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An illustrious family implies higher expectation levels,says Ustad Fazal Qureshi

It can be an advantage if you are surrounded by geniuses in the family. But on the flip side,it can make or break you if there are too many expectations to meet.

Written by Sukumarmtrivedi | Ahmedabad |
January 6, 2009 2:13:28 am

It can be an advantage if you are surrounded by geniuses in the family. But on the flip side,it can make or break you if there are too many expectations to meet. “I had two of the greatest tabla players of all time in my family in my father Ustad Allarakha and brother Ustad Zakir Hussain. This was the reason I had to forever contend with high expectations of the audience,which I cannot always fulfil. This can be very frustrating for some budding artists. In my case,however,it works the other way round,as I take these high expectations as a challenge rather than injustice of the listeners,” says tabla maestro Ustad Fazal Qureshi,who is on a visit to the city to perform in the Saptak Music Festival.

Qureshi has dabbled in different musical genres such as Jazz and Rock,but has nevertheless carved a niche for himself in the Indian classical music scene.

Unlike his famous elder brother,Qureshi started learning the tabla late. “I was not serious about the tabla. My father was a very liberal man and he never forced me to learn it. But when I was 14,I met a student of my father who had come to India all the way from the US to learn the instrument. Seeing his dedication and watching his devotion to the guru,I felt that the man was braving all odds to learn something that was my family’s identity. It was then that I requested abba (father) to teach me the instrument,” says the maestro who devotes much of his time in teaching tabla in the Ustad Allarakha Institute of Music,which was founded by his late father.

So,was it anything different when he was a student? Has anything changed now when he is a teacher himself? “Yes,it is different and it is about the Guru-Shishya parampara (teacher-student relations). In those days,the students lived with the guru all the time; and the guru not only taught his students the finer points of tabla but also moulded their personalities to make them good artists. Now,with the end of that tradition,you have students coming to you at an appointed time,learn from you for an hour or so and go away. In such a situation,the guru cannot know for sure how well the student has received the training. As a result of this,out of 25 students,you find only one who is prepared to work hard. In my father’s time,all his students were hard working,” he said.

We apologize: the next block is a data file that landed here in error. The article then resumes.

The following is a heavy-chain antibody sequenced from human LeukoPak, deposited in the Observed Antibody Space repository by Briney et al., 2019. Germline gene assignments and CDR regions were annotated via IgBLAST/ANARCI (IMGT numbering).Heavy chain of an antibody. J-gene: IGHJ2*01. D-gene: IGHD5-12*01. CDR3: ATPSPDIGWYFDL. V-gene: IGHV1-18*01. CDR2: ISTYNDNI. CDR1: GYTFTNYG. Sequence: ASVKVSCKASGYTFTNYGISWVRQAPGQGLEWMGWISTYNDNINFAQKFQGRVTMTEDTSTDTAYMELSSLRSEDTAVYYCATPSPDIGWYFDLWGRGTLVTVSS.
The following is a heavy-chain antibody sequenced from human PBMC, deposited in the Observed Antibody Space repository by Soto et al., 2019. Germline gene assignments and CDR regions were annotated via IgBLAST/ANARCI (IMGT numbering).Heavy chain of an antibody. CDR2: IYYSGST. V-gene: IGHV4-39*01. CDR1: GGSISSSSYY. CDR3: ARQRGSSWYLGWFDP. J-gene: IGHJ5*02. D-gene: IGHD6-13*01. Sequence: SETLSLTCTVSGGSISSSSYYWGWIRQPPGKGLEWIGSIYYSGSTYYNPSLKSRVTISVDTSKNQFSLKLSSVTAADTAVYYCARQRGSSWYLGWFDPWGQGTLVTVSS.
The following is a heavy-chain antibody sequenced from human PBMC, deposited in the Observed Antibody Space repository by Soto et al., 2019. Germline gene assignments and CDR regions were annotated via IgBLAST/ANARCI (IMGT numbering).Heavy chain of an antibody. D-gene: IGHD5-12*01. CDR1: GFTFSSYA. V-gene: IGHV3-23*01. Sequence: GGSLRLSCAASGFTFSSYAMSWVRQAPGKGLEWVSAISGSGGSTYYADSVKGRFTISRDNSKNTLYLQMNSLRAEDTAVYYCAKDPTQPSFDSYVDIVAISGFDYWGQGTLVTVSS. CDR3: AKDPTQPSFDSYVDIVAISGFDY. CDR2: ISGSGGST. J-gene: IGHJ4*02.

Qureshi further said that today,not all students of tabla aspire to be classical music artists. They want to be percussionists and earn name and fame early. “It requires a great deal of learning to be a tabla player and you can play in public only after the guru permits. Most students today do not have patience and start playing whatever that gives them money and publicity. We can say that the level of artistry has declined in comparison with the old times,” he said.

Laya and taal are as important in classical music as sur and raga are. Therefore,the knowledge of tabla is important for any musician.

Ustad Qureshi had his first public performance at the age of 18.

“In order to be a competent accompanist,you have to learn the subtle nuances of every raga. If the artist is singing or playing a serious raga like Marwa,you have to play the tabla in such a way that the seriousness of the raga is not disturbed; if it is a lighter raga like Khamaj or Mand,you have to keep the lighter verve alive. I think one must aim to become a complete classical music artist and not just a vocalist or an instrumentalist or a percussionist,” said Qureshi.

The maestro said that his most memorable concert was in 1986 in Mumbai when he gave a solo performance after his father and brother had completed theirs. “There was no huge crowd. The lehra (a short composition played repeatedly on either the sarangi or the harmonium during a solo tabla performance) that the well known singer Ashish Desai was playing had absorbed me so much that I had completely lost sense of time and space while I was playing,” he said.

Today in Saptak
* A solo tabla recital by Kumarlal Mishra of Banaras gharana. He will be accompanied by Ramesh Mishra on the sarangi.
* Thumri and Dadra exponent Dhananjay Kaul will be the next to perform with Hemant Joshi on the tabla,Bharat Bhushan Goswamy on the sarangi and Amit Thakre on the harmonium.
* The evening will conclude with a santoor recital by Pandit Shivkumar Sharma with Vijay Ghate on the tabla.

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